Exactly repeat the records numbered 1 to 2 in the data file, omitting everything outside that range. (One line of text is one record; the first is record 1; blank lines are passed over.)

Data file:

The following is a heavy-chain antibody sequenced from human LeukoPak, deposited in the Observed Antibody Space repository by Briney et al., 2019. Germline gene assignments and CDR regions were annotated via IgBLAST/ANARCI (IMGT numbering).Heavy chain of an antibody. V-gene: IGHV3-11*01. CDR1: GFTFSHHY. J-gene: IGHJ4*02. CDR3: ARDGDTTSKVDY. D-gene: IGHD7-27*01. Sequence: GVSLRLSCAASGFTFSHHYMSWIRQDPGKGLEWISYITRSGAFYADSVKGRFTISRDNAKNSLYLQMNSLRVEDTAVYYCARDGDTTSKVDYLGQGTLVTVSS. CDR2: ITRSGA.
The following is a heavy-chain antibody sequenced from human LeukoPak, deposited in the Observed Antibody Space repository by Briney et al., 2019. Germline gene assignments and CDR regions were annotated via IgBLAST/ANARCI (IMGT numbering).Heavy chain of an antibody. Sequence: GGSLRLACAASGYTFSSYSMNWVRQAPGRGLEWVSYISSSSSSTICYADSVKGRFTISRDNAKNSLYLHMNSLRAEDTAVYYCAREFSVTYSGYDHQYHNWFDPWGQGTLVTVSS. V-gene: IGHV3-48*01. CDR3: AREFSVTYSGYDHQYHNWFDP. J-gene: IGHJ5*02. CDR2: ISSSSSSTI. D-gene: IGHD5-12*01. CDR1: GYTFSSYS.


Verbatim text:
The following is a heavy-chain antibody sequenced from human LeukoPak, deposited in the Observed Antibody Space repository by Briney et al., 2019. Germline gene assignments and CDR regions were annotated via IgBLAST/ANARCI (IMGT numbering).Heavy chain of an antibody. V-gene: IGHV3-11*01. CDR1: GFTFSHHY. J-gene: IGHJ4*02. CDR3: ARDGDTTSKVDY. D-gene: IGHD7-27*01. Sequence: GVSLRLSCAASGFTFSHHYMSWIRQDPGKGLEWISYITRSGAFYADSVKGRFTISRDNAKNSLYLQMNSLRVEDTAVYYCARDGDTTSKVDYLGQGTLVTVSS. CDR2: ITRSGA.
The following is a heavy-chain antibody sequenced from human LeukoPak, deposited in the Observed Antibody Space repository by Briney et al., 2019. Germline gene assignments and CDR regions were annotated via IgBLAST/ANARCI (IMGT numbering).Heavy chain of an antibody. Sequence: GGSLRLACAASGYTFSSYSMNWVRQAPGRGLEWVSYISSSSSSTICYADSVKGRFTISRDNAKNSLYLHMNSLRAEDTAVYYCAREFSVTYSGYDHQYHNWFDPWGQGTLVTVSS. V-gene: IGHV3-48*01. CDR3: AREFSVTYSGYDHQYHNWFDP. J-gene: IGHJ5*02. CDR2: ISSSSSSTI. D-gene: IGHD5-12*01. CDR1: GYTFSSYS.